Its case, water-resistant to 300 metres, has a complex construction and combines materials such as Caribbean blue and white Quartz TPT with grade 5 titanium.
The IWC-manufactured, self-winding mechanical movement, visible through the engraved sapphire crystal case back, offers a range of useful information such as a central hour, minute and seconds display, flyback chronograph with hour, minute and seconds counters, power-reserve indicator, oversized date window and variable geometry rotor.
Iwc Portugieser Yacht Club ‘Orlebar Brown’
The story goes that Iwc’s Portugieser was first created in 1939 to meet the request of two Portuguese merchants looking for a wristwatch model with a steel case capable of operating with the same precision as a marine chronometer.
A skilful fusion of traditional nautical instruments, modern design, and avant-garde mechanics, the Portugieser has become one of the symbols of Iwc, which, in 1967, presented the Yacht Club Automatic at the Basel watch fair, an elegant wristwatch for men that also seemed to be made to tackle the roughest seas.
Heir to this tradition, the Portugieser Yacht Club “Orlebar Brown” is the result of the Schaffhausen-based company’s encounter with the British lifestyle and cruise wear brand Orlebar Brown.
This nautical chronograph has an elegantly proportioned steel case with a diameter of 44.6 mm. Its screw-down crown makes it water-resistant to 60 metres. Protected by a domed sapphire crystal, the blue dial has contrasting red and white details.
Visible through the transparent case back, the IWC-manufactured 89361-calibre movement with flyback function displays elapsed hours and minutes through the sub-dial at 12 o’clock and boasts a power reserve of 68 hours. The date window is set inside the small seconds counter with a stopwatch device. The blue rubber strap with a fabric insert has a buckle clasp signed by both brands.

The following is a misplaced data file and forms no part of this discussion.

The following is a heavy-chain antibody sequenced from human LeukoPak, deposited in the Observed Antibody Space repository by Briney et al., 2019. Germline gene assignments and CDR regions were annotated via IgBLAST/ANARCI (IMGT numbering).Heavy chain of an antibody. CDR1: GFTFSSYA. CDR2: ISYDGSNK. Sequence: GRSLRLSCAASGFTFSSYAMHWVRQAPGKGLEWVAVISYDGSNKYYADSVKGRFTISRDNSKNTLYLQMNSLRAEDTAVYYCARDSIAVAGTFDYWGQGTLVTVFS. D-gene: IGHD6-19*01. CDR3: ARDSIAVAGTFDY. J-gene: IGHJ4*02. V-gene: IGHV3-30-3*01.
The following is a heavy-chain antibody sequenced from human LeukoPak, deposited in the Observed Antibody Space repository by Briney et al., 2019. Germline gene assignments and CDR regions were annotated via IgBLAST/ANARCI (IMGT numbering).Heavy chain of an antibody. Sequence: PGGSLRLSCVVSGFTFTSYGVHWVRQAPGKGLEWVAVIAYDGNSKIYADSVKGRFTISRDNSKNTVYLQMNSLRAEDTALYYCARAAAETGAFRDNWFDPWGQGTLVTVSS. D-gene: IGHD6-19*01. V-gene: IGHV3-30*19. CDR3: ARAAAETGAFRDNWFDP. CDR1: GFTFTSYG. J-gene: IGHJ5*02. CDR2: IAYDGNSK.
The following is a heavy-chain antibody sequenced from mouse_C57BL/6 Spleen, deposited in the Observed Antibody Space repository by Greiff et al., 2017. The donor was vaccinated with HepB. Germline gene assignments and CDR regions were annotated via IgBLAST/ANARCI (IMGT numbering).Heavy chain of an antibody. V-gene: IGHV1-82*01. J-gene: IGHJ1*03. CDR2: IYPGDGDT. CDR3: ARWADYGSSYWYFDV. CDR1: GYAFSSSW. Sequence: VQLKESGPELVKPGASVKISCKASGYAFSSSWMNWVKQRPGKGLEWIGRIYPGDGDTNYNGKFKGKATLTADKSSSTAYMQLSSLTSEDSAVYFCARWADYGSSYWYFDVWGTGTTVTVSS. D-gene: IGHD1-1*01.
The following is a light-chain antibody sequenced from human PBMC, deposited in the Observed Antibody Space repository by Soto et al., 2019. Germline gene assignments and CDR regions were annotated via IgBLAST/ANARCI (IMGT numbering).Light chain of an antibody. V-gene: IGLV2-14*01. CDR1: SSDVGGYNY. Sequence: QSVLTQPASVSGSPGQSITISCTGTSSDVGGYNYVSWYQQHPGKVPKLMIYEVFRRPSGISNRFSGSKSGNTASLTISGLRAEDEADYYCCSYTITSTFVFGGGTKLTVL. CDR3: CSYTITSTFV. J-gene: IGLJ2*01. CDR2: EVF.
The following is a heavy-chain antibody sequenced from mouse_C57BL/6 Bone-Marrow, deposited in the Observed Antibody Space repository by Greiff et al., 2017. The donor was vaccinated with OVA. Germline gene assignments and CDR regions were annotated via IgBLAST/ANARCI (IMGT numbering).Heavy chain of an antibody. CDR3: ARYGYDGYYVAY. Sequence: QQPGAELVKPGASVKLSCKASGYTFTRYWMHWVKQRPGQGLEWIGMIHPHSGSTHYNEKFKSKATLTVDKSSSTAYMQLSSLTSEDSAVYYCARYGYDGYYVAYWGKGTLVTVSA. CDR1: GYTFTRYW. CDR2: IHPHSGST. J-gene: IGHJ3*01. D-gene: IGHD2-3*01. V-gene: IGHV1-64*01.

Lonville Virage Fuel Tank
Perfect for those who prefer motor yachts to sailing, the Virage Fuel Tank is an unexpected timepiece capable of playing on elegance with intelligence and irony thanks to its power reserve indicator that takes its cue from the fuel level indicator.
It is produced by Lonville, a Swiss watch brand – or rather, “all Swiss”, as they like to put it – active since 1873 until the 1950s and relaunched in 2009 by Joost Vreeswijk, a Dutch entrepreneur with a great passion for watchmaking, who has completely rethought it.
The cornerstones of this niche brand include a very limited production destined for connoisseurs culturally far removed from the classic mainstream models. The Lonville Virage Fuel Tank, in fact, is made in only 18 pieces and uses only Swiss suppliers and manufacturers.
The 40 mm white gold case has a bronze-coloured dial worked in a sunburst pattern with a black minute ring with the numeral ’60’ shown in red. The same colour can be found on the “Fuel Tank” counter, located between 8 and 10 o’clock, in correspondence with the “Empty” inscription, indicating the end of the movement’s autonomy.
Powering this watch is done by a hand-wound movement with a double barrel and 80-hour power reserve. The calibre, with hand-bevelled edges on all six bridges, Côtes de Genève finish, blued screws, and blue engraving, is Cosc-certified and visible through the sapphire crystal case back.
Speaking of Switzerland, it is easy to think of its magnificent Alps. But there is a ‘secret’ that scuba diving enthusiasts know very well, and it is that its snow-capped peaks – among the highest in Europe – feed pristine mountain lakes and crystal-clear rivers, making it a Holy Grail for divers who can find no fewer than 226 Alpine dive sites here.
It is among these mountains that Swiss D1ver was born, a brand that puts the same idea of performance, permeability and robustness required of dry suits into its watches.
“We live for the water. – explain the brand’s founders – Our deep love for the ocean comes from growing up in Australia. Sure, we miss the Pacific Ocean and are still getting used to the freezing lake temperatures in winter, but we know that diving deep means learning to always go with the flow and our passion, regardless of the season.”
A philosophy that can also be found in the D1ve model. An automatic Swiss Made watch whose 45 mm steel case, equipped with a helium escape valve, boasts water resistance to 1,000 metres.